Jack, I entiretly agree that you shouldn't have a varchar column that uses *both* an empty string *and* NULL to indicate 'no value'.

However, I don't think it is up to the *tool* (Oracle) to enforce a "one-right-way" of using NULL.  We've been discussing what are good and bad side-effects of using NULL versus other approaches.
AllanL5
Tuesday, November 30, 2004
 
 
"I still don't understand why empty string values exist alongside NULL."

An empty string is a valid value that you can operate on where as NULL is not. 

LENGTH(NULL) = NULL
LENGTH("") = 0

Empty strings are also a valid programming language construct.  It doesn't make sense that strlen("") = 0 in your programming language but LENGTH("") = NULL in your database.  This basically means you have some data (an empty string) that you can't store.

"Using both NULLS and empty strings in a varchar column just seems ambiguous and unduly confusing."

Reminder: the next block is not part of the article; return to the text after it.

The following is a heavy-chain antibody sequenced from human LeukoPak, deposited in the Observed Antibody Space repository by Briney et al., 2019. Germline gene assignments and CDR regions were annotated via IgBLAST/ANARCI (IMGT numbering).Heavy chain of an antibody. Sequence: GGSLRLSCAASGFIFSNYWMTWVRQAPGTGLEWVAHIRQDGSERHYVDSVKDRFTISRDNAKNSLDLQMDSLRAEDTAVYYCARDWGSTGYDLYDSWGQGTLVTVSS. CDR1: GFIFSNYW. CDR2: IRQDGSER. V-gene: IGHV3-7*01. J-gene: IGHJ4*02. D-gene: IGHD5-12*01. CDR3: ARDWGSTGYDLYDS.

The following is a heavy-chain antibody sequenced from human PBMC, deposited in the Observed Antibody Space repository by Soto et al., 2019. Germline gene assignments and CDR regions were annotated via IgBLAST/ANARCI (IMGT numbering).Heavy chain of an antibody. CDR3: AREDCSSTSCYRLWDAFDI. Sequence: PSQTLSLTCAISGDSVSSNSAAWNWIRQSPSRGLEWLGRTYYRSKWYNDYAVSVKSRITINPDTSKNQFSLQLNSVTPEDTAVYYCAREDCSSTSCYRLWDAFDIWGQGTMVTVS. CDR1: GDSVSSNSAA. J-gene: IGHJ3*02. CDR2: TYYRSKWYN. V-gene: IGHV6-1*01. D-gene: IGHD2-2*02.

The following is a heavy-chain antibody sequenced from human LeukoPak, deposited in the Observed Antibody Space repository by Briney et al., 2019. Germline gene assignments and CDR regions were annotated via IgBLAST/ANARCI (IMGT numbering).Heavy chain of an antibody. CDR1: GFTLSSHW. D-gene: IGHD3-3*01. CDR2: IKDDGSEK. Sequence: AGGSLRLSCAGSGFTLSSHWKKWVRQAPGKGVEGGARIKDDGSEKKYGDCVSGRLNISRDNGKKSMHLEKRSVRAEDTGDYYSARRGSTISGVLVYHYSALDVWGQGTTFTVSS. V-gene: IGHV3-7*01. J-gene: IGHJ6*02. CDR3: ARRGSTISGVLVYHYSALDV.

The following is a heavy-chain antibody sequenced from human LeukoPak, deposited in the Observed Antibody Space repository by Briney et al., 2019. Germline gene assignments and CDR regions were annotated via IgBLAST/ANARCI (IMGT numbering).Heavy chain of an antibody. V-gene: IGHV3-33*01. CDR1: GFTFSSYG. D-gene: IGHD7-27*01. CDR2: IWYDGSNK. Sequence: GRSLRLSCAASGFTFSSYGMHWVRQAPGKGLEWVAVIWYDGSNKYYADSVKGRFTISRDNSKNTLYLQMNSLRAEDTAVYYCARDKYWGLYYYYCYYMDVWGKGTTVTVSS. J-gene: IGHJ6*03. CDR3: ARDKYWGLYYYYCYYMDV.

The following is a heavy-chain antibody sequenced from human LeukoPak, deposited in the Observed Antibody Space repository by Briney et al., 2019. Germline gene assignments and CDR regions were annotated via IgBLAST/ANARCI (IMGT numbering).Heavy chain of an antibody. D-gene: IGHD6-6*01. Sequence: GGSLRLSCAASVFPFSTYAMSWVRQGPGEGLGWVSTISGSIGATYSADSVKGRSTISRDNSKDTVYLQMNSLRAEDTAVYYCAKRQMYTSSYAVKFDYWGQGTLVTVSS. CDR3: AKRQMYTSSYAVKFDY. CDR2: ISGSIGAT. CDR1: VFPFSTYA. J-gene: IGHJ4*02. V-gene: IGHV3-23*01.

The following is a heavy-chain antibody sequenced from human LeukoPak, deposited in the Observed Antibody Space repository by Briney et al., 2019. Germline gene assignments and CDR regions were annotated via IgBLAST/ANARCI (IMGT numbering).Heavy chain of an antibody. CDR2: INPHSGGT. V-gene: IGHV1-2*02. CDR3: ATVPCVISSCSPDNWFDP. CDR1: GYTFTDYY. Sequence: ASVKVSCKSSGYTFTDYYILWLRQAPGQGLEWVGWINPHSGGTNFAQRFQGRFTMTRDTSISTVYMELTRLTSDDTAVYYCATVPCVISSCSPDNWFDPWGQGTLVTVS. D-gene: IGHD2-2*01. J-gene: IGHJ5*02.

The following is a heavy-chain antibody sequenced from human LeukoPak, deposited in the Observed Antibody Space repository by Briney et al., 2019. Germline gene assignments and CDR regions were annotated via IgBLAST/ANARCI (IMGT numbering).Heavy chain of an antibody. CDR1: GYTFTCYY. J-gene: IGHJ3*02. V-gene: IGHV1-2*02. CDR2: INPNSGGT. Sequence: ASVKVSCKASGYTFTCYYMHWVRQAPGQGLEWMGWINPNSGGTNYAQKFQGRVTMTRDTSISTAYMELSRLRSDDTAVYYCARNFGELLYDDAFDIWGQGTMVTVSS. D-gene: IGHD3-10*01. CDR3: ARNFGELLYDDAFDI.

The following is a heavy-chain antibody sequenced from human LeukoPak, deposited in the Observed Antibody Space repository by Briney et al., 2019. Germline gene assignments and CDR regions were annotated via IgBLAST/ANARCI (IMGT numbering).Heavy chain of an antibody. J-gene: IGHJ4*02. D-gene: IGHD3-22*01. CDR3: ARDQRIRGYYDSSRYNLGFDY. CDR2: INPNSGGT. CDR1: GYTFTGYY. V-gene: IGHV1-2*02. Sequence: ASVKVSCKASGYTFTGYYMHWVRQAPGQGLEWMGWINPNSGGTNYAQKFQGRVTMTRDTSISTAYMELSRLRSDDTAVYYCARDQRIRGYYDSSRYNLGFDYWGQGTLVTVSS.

I've never actually come across this.  Every varchar column I've seen is defined "NOT NULL".  But in any case, we've proven that NULL is always ambiguous.  Anyway, an empty string means that no value was entered and NULL could mean any number of things (just as it would on a numeric column).

If you're going to throw consistency out the window than I submit it's a far better idea to convert NULLs to empty string than the other way around.  :)
Almost Anonymous Send private email
Tuesday, November 30, 2004
 
 
++LENGTH("") = NULL

This would = 0 in the databases I've dealt with. That is even more odd that any length function should return a null value.

I understand the difference between NULL and empty strings, I just think only NULL needs to exist.

There is no value provided by an empty string.

You cannot standardize on empty strings instead of NULLS for the reason of consistency that you say I am throwing out the window. (Which I really don't get, considering my point is the exact opposite.)